Google Docs Gets Ready to Face Office 2010

By  |  Monday, April 12, 2010 at 9:00 am

Microsoft plans to ship Office 2010–and the suite’s complementary Office Web Apps–in June. Among the many companies getting ready for the upgrade is…Google. Today, it’s launching an update to its Google Docs online suite that’s clearly meant to help get its applications into the best possible shape to compete with Office 2010 and the Web apps once they’re available. The new version is available to all users, but most of it is an optional preview version for now.

Among the changes Google is promising:

  • Faster interfaces for the Documents and Spreadsheets apps;
  • Better, more faithful importing and exporting of Microsoft’s file formats;
  • More desktop-like features (for instance, Documents now has a ruler and a drag-and-drop table creator and Spreadsheets has drag-and-drop column reordering and autofill);
  • New collaboration features including multi-person editing that updates character-by-character (not unlike Google Wave), instant messaging within the Documents app, more sophisticated handling of comments, and the ability for up to fifty people to work on a file at once;
  • A new version of the Drawing editor that’s now a top-level member of the suite rather than an applet within Documents and Spreadsheets.

Docs’ other major application–Presentations–remains pretty much unchanged. And Google is making one change that’s sad but not surprising: It’s ending support for Gears, the moribund technology for letting Web apps work in offline mode. (It says it wants to bring offline capabilities back at some point–and Gmail and Google Calendar remain Gears-enabled.)

Google gave me early access to the new Documents editor (which looked like it was still missing a few features). Here are a few images.

The new Word-style ruler and much-improved Comments interface:

This is the very Word-like tool for inserting tables:

And this is the embedded chat window:

I’ll reserve judgment on the new version of Docs until I can try it all–and it’s impossible to render a final verdict on how it compares to the Office Web Apps until Microsoft releases its final version. (The Technical Preview I’m using now still lacks maybe the most important single feature of all: the ability to edit Word documents online.) But Docs already offered collaborative tools that went beyond the ones Microsoft is talking about. And the Office Web Apps’ two most notable features are their slick interfaces and strong compatibility with Microsoft’s own Office file formats. So everything that Google is up to makes perfect competitive sense.

Okay, the Office Web Apps have one other major feature that remains unique at the moment: They’re designed to be used as seamlessly as possible with Microsoft’s desktop suite. Google has repeatedly proved that it’ll implement integration between its products and Microsoft’s wares when it increases companies’  comfort level with “going Google.” I wonder what the chances are that it’ll roll out tools for making it easier to shuttle documents between Docs and Office between now and Office 2010′s release?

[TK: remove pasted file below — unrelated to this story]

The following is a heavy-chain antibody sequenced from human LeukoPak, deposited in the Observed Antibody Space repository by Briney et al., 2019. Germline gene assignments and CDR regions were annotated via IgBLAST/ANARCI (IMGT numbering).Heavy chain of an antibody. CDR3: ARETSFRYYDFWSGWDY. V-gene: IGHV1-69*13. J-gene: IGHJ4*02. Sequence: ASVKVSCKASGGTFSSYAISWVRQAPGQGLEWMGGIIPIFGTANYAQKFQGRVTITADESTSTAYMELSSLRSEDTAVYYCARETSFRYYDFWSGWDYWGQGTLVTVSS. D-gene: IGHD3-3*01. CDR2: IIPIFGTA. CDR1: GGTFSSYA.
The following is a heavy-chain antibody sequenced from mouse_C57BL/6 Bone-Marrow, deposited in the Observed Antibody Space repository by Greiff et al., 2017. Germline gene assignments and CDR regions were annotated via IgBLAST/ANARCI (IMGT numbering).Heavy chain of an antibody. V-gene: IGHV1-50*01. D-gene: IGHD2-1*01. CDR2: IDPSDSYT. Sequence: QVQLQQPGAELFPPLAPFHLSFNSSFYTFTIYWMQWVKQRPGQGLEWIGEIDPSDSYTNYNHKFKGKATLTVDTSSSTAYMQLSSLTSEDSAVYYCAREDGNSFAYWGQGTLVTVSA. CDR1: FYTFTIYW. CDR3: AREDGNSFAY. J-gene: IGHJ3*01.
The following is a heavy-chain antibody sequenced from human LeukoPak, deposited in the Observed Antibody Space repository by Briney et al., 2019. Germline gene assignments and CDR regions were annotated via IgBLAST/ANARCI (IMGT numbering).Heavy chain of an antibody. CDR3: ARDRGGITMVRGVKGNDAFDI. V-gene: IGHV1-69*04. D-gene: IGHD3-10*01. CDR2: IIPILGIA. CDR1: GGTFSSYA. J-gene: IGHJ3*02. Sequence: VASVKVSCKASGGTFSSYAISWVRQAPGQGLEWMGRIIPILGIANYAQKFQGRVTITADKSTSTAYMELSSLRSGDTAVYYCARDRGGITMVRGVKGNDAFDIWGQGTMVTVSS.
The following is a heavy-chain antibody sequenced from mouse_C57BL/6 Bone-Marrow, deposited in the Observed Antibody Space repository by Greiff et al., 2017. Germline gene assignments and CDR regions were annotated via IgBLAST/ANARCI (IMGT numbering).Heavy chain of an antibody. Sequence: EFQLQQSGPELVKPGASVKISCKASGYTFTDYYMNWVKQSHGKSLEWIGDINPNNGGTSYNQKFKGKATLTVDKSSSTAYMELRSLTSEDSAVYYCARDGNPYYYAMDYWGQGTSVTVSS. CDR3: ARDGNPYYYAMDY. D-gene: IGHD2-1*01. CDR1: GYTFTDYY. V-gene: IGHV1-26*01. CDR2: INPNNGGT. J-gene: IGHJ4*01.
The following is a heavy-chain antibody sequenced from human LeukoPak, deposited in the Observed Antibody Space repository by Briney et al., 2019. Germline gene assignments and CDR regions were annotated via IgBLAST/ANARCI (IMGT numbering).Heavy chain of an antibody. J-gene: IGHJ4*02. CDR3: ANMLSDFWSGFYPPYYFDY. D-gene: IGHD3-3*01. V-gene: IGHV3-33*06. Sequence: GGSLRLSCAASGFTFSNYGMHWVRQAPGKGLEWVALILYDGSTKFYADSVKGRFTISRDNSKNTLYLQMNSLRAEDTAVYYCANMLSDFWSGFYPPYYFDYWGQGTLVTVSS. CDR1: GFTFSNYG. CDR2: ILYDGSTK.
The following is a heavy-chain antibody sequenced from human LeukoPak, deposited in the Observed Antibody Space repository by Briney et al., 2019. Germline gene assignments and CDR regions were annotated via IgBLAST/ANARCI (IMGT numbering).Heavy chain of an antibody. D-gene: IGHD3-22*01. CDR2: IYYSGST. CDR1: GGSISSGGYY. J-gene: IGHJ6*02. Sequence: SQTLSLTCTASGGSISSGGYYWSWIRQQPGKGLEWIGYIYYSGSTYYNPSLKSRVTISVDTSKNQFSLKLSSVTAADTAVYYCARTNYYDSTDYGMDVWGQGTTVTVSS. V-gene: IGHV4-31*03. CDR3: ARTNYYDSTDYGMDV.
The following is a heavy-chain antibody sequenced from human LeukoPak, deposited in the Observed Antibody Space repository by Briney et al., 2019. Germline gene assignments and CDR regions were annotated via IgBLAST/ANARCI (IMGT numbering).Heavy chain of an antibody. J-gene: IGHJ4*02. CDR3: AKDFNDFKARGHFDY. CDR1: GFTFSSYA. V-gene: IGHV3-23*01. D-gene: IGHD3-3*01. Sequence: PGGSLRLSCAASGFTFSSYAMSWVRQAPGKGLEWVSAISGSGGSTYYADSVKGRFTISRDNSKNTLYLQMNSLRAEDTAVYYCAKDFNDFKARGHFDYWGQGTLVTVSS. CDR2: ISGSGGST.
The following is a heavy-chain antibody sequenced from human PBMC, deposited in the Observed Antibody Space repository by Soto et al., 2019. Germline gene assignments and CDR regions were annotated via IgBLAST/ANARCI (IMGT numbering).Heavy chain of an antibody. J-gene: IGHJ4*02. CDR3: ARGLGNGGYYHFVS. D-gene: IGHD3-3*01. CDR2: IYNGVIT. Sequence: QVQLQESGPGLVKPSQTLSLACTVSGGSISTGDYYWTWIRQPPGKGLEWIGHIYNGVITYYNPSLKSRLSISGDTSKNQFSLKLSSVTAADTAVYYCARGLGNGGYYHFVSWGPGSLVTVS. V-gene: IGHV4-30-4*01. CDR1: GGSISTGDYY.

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4 Comments For This Post

  1. granada network Says:

    Microsoft Office 2010 it´s the best software for the office. No body can beat it.

  2. Warren Hiramatsu Says:

    If was on the road and had just my netbook, I would still use open office before google docs. Unless there is big upgrade, I doubt it will work much better than it does now. With all due respect to cloud computing afficinados.

  3. Hamranhansenhansen Says:

    When is Google going to roll out an HTML5 version of their office apps?

    At this point, HTML5 is advanced enough that Google Docs should look like Microsoft Word 5 for Macintosh, which is pretty much universally said to be the pinnacle of Microsoft Word.

    Docs has many great network features, but the UI is a stinker, and Microsoft’s latest MS Office look like the cockpit of a 747. If Google Docs had a Word 5 UI it could be very compelling.

  4. pond Says:

    With this new version, Google has dropped the ‘view/edit source’ option (at least I couldn’t find it) and when I downloaded the test file in the html format, I could see why — the code is a total mess, as bad or worse than the infamous Word97-2000 microsoft version of html export.

    Everything is a p — even paragraphs you select as Heading 1-6. Styles are not defined in the head, but every last paragraph has its own style rules, even when you have 100 paragraphs in a row with the exact same style, so the code is repeated and bloats up your file. What’s worse, since every file is a p with styles, there’s no way to create a translator to clean up the code. (Whereas had Google included a stylesheet in the header and numbered different p styles as they came up, you could open it in OpenOffice.org and use the search and replace of styles to, say, replace all p.9 styles with Heading 2.)

    Even the comments don’t translate as html comments, but as paragraph and span styles.

    This just follows Microsoft’s over-defining of html export, and doubles down. Terrible.